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Late Thursday, the Food and Drug Administration gave full approval to remdesivir, Gilead Sciences’ treatment for Covid-19. The news came just a week after a large study conducted by the World Health Organization failed to show that the drug had any benefit on mortality. The approval was largely based on an earlier study, conducted by National Institutes of Health, which showed the drug helps patients recover more quickly, as well as two other studies conducted by Gilead.

STAT senior writers Adam Feuerstein and Matthew Herper sat down to discuss the decision, and what it means for biotech and the battle against Covid-19.


Adam: Did you send flowers and a condolence card to Peter Bach?

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  • I am not sure what is the point of this article.

    It seems the author cannot differentiate between reducing stay in hospital and mortality. It doesn’t mean that because it can make some people recover faster means that it can reduce mortality. There are different factors why people enter the mortality state. Health conditions, genetic ( include gender, blood type, genes, etc), age, how fast was the person treated upon getting infected, amount of virus that entered the body, etc.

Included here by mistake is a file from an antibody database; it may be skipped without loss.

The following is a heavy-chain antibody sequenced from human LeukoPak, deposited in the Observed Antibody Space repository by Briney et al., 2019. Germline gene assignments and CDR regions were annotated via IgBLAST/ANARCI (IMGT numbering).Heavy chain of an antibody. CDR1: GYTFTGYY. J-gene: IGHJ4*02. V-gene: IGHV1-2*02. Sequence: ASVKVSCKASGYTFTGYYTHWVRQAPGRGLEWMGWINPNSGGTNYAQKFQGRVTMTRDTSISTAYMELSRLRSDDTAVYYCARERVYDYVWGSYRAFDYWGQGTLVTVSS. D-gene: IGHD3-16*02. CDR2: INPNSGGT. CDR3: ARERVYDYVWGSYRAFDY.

That said, even if remdevisir does not reduce mortality but can reduce the recovery time and stay in the hospital, then it is still worth approving it.

    Why, because it free ups the hospital, which can mean life an death to those who needs it. Second, if people recover faster, they infect less people.

    Hope the author is not having a tunnel vision and start looking at the bigger picture. One open bed and one less person infected ( which can exponentially increase) goes a long way. A small gain is still a gain in this pandemic.

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